Okay, what about loose coupling. coupling is defined as “the strength of a connection between two routines.” or put more simply, “Coupling describes how strongly a routine is related to other routines.” (1) So, to paraphrase, “the strength of a connection between two modules.” Hmm, so we want internal integrity with flexible relations between modules. Well that sounds good, but what does it mean for space.

If a module, such as an orbiting refuel tank, requires a module it interfaces with, such as a Lunar transport system, to have a certain way it stores the fuel it has tight coupling (bad). It means it would place detailed requirements of how any module who need to be refueled processed the fuel, thus limiting innovation. What we want is two modules who interface and don't “care” what the other module does with the “thing” that is transferred. That is loose coupling and it allows a module to be used with many different modules. Everyone just has to understand the interface. So again, I conclude that loose coupling is useful for both software and space development.

Non-redundancy may seem like a no brainier, but let's example it like good philosophers. Redundancy means more that one routine performing the same function. So in our Agile space world, more than one module performing the same function. That is a little harder, because we want some redundancy. We want more than one company offering launch services. We want more than one way to get to the moon. It's cheaper that way. But within a specific mission, what you don't want is a requirement for the modules to interface with different modules that do the same thing. If you have a refueling tank in LEO, why have a different one in Lunar orbit. If you can reuse a module, use it. This is the heart of Agile space development.

Let me know what you think so far. Part 2 coming later...

1. McConnell, S., Code Complete: A Practical Handbook of Software Construction, Redmon: Microsoft Press, 1993.

Wednesday, August 17, 2005

SpaceDev continues to make money...

In case you missed it, SpaceDev just posted there second consecutive quarter of profits.

According to there Form 10-QSB filed August 15, 2005, SpaceDev make a net income of $110,938 or 5.8% margin. That makes $212,962 for the year.

Just FYI stock is spdv.ob and is sitting at around $1.50

Haloscan commenting and trackback have been added to this blog.

Agile Space Mission Development

Sorry I haven't been blogging for a while. No, I am not dead or in jail or anything bad. I got promoted and we hired a lot of new guys I had to bring up to speed this month, so what are you going to do. On to the subject at hand....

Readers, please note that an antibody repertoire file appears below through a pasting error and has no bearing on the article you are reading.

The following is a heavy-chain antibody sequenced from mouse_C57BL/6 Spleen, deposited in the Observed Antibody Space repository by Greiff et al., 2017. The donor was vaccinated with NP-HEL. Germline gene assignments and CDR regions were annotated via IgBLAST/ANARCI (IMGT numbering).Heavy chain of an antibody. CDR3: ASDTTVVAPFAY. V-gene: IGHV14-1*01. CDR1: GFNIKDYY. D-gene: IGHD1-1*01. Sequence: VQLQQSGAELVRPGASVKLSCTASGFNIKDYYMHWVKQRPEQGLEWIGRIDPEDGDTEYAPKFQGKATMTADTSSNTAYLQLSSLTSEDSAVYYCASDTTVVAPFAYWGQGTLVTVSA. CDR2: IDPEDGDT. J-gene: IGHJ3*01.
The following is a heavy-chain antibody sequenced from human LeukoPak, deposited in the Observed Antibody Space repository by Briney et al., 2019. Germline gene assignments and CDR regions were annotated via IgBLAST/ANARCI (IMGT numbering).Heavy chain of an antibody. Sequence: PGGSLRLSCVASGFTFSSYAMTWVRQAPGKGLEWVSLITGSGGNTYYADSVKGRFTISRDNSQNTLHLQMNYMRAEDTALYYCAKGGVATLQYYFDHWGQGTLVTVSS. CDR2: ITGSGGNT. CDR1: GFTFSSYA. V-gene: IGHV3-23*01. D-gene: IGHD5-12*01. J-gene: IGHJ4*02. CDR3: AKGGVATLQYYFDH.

Jonathan Goff on his blog Silenian Boondocks, has a new post out on how NASA could do a moon mission in an open architecture, commercially supported fashion. As a quasi-libertarian (at least economically) I agree with his ideas. After reading his post, though, I see another reason for the light-launch, re-fuel in orbit, option.

Let me discuss software development methodologies for a moment. (All non-software engineering geeks bear with me). In the last decade or two, object-oriented development has brought for many ideas on how to create good software systems. First with Design Patterns based on Christopher Alexdander's brilliant "A Timeless Way of Building" which first proposed patterns in architecture. The "Gang of Four" as they are so affectionately referred to took that idea and wrote the foundation of OOD in the last decade, "Design
Pattern, Elements of Reusable-Object Oriented Software.”

Now, I don't know about your field, but in software development there is one constant, change. Requirements change, tests change, platforms change, even customers change. The traditional “Waterfall” method of development does not allow for change without a lot of gnashing of teeth. So various methods over the years have tried to retrofit the waterfall model with flexibility. Some of the more famous are spiral development, rapid prototyping, and the Rational Unified Process (or RUP). None of these expected change to happen, they just tried to make it easier to handle.

Then came Agile development. Agile development was the created with the idea that change isn't bad. It isn't good, it just is. It will happen, so why no design your system from the begging to be fast, light, and flexible.

Now I am not a rocket scientist, but I have noticed a lot of the same problems in rocketry as in software. Missions are planned years in advance with very little flexibility for future discoveries or technologies. Missions are designed for a specific goal with specific technologies for that mission.

How does agile affect this? I am advocating an Agile Space Mission methodology. What Johnathan proposes goes a long way towards that. Whether it is libertarian or not, it s flexible. Re-fueling in space is not limited to the Moon. Mars missions, asteroid missions, Europa missions, could all use this technology. Orbit assembly with light rockets would work with many different mission goals. But the important thing is, it is flexible and scalable enough to work with situations we haven't even though of yet. That is the beauty of Agile, change is built into the entire process.

Don't get me wrong, we need to have goals. Going somewhere is important, but don't limit your mission architecture when you know you are going somewhere else later on. Plan for change...

Manifesto for Agile Software Development

We are uncovering better ways of developing
software by doing it and helping others do it.
Through this work we have come to value:

Individuals and interactions over processes and tools
Working software over comprehensive documentation
Customer collaboration over contract negotiation
Responding to change over following a plan

That is, while there is value in the items on
the right, we value the items on the left more.